World Court

The Columbia Encyclopedia, 6th ed.

World Court

World Court, popular name of the Permanent Court of International Justice, established pursuant to Article 14 of the Covenant of the League of Nations. The protocol establishing it was adopted by the Assembly of the League in 1920 and ratified by the requisite number of states in 1921. By the time of its dissolution in 1945 (when its functions were transferred to the newly created International Court of Justice), the court had 59 member states. Established at The Hague, the court was empowered to render judgments in disputes between states that were voluntarily submitted to it and to give advisory opinions in any matters referred to it by the Council or the Assembly of the League. Its functions, thus, were judicial rather than, as in the case of the older Hague Tribunal, purely arbitral and diplomatic. It also differed from the Hague Tribunal in having a permanent group of judges instead of a panel from which judges might be selected to hear a particular dispute. The court originally had 11 judges and 4 deputy judges, but in 1931 its composition was changed to 15 regular judges. Judges were elected for nine-year terms by the Council and the Assembly concurrently; they were selected from a list of nominees of the Hague Tribunal regardless of nationality, except that not more than one citizen of a country might sit on the bench at any one time.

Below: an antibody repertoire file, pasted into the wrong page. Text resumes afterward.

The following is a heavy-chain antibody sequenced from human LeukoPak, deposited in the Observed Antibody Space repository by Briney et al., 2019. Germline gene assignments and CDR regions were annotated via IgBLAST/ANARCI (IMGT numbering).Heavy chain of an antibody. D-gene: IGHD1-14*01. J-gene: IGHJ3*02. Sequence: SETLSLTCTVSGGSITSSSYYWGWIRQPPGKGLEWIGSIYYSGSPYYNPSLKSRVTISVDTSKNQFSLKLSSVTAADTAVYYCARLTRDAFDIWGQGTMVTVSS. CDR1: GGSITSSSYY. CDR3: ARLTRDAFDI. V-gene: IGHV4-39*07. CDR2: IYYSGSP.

Although the United States never joined the court (because the Senate refused to ratify the protocol), there was always an American jurist on the bench. To assure impartiality, the judges were paid salaries and were forbidden to engage in governmental service or in any legal activity except their judicial work. In the course of its existence, the court rendered 32 judgments and 27 advisory opinions. An important judgment was that which affirmed (1933) Danish sovereignty over the northern coast of Greenland and disallowed Norway's claim. The advisory opinions of the court were important in developing international law. A notable opinion declared (1931) that the proposed customs union of Germany and Austria would violate Austria's pledge to remain independent. The court virtually ceased to function after the German occupation of the Netherlands in 1940.

See M. O. Hudson, The Permanent Court of International Justice, 1920–1942 (rev. ed. 1943, repr. 1972); D. F. Fleming, The United States and the World Court (1945, repr. 1968).

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